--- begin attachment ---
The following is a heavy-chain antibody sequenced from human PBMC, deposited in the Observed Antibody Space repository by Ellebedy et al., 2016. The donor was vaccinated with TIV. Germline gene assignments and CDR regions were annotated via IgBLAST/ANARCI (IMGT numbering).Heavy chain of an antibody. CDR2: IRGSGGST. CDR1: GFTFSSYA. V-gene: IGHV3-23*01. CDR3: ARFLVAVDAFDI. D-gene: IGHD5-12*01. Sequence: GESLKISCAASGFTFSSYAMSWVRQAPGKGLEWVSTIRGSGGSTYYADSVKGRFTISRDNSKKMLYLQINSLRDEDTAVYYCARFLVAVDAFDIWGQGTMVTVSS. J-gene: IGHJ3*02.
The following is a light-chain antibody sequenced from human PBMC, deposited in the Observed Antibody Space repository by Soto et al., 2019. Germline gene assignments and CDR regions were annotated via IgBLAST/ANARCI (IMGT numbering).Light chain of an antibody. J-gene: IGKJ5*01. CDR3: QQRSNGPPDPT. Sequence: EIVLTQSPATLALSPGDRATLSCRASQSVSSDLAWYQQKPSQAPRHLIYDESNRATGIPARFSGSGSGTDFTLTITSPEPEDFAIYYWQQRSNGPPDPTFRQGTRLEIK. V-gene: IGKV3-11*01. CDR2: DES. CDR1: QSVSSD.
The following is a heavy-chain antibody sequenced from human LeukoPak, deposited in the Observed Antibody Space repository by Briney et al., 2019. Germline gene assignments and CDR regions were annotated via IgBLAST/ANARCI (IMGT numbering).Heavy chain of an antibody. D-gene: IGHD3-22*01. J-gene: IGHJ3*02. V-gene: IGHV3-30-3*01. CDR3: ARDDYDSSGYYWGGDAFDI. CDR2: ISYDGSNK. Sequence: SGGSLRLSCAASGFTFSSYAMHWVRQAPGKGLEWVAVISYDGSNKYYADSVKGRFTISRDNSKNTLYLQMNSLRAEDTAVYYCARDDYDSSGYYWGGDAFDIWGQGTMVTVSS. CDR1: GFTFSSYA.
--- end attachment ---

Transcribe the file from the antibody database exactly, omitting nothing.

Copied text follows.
The following is a heavy-chain antibody sequenced from human PBMC, deposited in the Observed Antibody Space repository by Ellebedy et al., 2016. The donor was vaccinated with TIV. Germline gene assignments and CDR regions were annotated via IgBLAST/ANARCI (IMGT numbering).Heavy chain of an antibody. CDR2: IRGSGGST. CDR1: GFTFSSYA. V-gene: IGHV3-23*01. CDR3: ARFLVAVDAFDI. D-gene: IGHD5-12*01. Sequence: GESLKISCAASGFTFSSYAMSWVRQAPGKGLEWVSTIRGSGGSTYYADSVKGRFTISRDNSKKMLYLQINSLRDEDTAVYYCARFLVAVDAFDIWGQGTMVTVSS. J-gene: IGHJ3*02.
The following is a light-chain antibody sequenced from human PBMC, deposited in the Observed Antibody Space repository by Soto et al., 2019. Germline gene assignments and CDR regions were annotated via IgBLAST/ANARCI (IMGT numbering).Light chain of an antibody. J-gene: IGKJ5*01. CDR3: QQRSNGPPDPT. Sequence: EIVLTQSPATLALSPGDRATLSCRASQSVSSDLAWYQQKPSQAPRHLIYDESNRATGIPARFSGSGSGTDFTLTITSPEPEDFAIYYWQQRSNGPPDPTFRQGTRLEIK. V-gene: IGKV3-11*01. CDR2: DES. CDR1: QSVSSD.
The following is a heavy-chain antibody sequenced from human LeukoPak, deposited in the Observed Antibody Space repository by Briney et al., 2019. Germline gene assignments and CDR regions were annotated via IgBLAST/ANARCI (IMGT numbering).Heavy chain of an antibody. D-gene: IGHD3-22*01. J-gene: IGHJ3*02. V-gene: IGHV3-30-3*01. CDR3: ARDDYDSSGYYWGGDAFDI. CDR2: ISYDGSNK. Sequence: SGGSLRLSCAASGFTFSSYAMHWVRQAPGKGLEWVAVISYDGSNKYYADSVKGRFTISRDNSKNTLYLQMNSLRAEDTAVYYCARDDYDSSGYYWGGDAFDIWGQGTMVTVSS. CDR1: GFTFSSYA.